As a consequence, some of the most interesting beer in Devon is bottled. We’ve offered measured praise to Moonchild, a brewery run by a Belgian, Fred Caure. Not every beer is perfect but many we’ve tried have been very good indeed, and they are certainly always interesting, neither West Country real ale nor BrewDog-style craft beer, but strange and characterful in a different way. But good luck finding them in a pub – it’s delicatessens, bottle shops and restaurants, or nowt. (The fact that Devon has two Belgian-style breweries is a particular oddity; the other is Buckland Brewers run by Frits Takken who moved to the UK from the Netherlands in the late 1970s.)

View from a shed window.

But lager is a ‘thing’, too. One of the very best beers being brewed in Devon today (with advice from Adrian Tierney-Jones, we gather) is Otter’s Tarka, a draught lager inspired by Jever. We’re not big fans of Otter’s cask ale but really love this one. Powderkeg’s Cut Loose is great, too – flowery and sulphurous. Bulletproof in Plymouth is a small outfit – very small, literally a garden shed when we last checked – focused on producing lager, with ambitions to be the next Camden. You might think this is somehow inappropriate but remember Exeter had a lager brewery as far back as the 1880s, the remains of which you can still see today.

It’s harder to drink local than it ought to be. The best beer in Plymouth might be Bass. Exeter’s pubs are controlled by Greene King, Marston’s and Young’s, though St Austell are making moves. There are no established Devon family/regional/trad breweries to compete with these outsiders and there seems to be very little free trade for anyone to play into. When we did stumble upon Devon beer in random pubs it was too often lifeless, bland, rough-edged, or some combination of the three.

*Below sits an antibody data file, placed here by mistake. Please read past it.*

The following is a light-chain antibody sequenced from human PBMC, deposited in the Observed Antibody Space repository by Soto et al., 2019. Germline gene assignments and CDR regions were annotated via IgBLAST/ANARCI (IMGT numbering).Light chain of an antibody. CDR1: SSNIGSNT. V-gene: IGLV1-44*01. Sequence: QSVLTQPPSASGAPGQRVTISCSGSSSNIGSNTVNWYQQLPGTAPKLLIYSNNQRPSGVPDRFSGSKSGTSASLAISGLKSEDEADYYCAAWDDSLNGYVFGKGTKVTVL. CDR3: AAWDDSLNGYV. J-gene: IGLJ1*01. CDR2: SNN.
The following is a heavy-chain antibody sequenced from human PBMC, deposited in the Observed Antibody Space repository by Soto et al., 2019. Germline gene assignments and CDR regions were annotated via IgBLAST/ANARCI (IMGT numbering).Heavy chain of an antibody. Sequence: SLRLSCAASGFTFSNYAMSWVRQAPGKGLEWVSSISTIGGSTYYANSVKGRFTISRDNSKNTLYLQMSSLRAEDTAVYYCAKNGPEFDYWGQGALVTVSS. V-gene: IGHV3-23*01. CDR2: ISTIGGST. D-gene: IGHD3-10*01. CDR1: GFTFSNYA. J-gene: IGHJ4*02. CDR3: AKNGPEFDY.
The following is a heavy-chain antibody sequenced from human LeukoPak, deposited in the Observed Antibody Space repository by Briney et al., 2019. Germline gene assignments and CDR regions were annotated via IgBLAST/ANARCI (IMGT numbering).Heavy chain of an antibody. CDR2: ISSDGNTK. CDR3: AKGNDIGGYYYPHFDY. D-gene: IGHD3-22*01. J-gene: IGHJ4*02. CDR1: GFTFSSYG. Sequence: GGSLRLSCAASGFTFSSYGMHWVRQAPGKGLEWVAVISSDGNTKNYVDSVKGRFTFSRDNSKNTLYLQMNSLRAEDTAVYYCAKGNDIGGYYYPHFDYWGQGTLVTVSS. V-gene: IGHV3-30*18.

It’s a region where Spoons comes into its own. We had a dreary time trudging round Teignmouth out of season until we found the brand new Wetherspoon pub, bright and cheerful, with a line-up of guest ales from Devon and beyond. This experience was echoed in Tiverton and again in Okehampton. And we’ve long said that Exeter’s best pub is The Imperial – a strange and (yes, let’s commit) regrettable state of affairs.

Tuckers Maltings beer festival at Newton Abbot is as good as they say. It feels like a carnival, a major event in the town calendar, attended by dignitaries and locals as much as travelling CAMRA firms. People nagged us to go for years and we never got round to it, but writing the column gave us the necessary push, and we had a great time. (Disclosure: we paid our own way except that Guy Sheppard, co-organiser, arranged free entry for the second session.)


And the Bridge Inn at Topsham also deserves its reputation. It’s one of a handful of magical pubs that don’t feel like they really belong in this century:

On our visit during the dregs of winter we found it aglow with warm light, dim in the corners, with an arcane culture all of its own. There are the signs, for one thing, a passive-aggressive laying down of the law: ‘Nothing ever changes at The Bridge – we are still No Smoking! (Including e-cigs.)’; ‘Please remember this little parlour is not a public area and is regarded as our family sitting room.’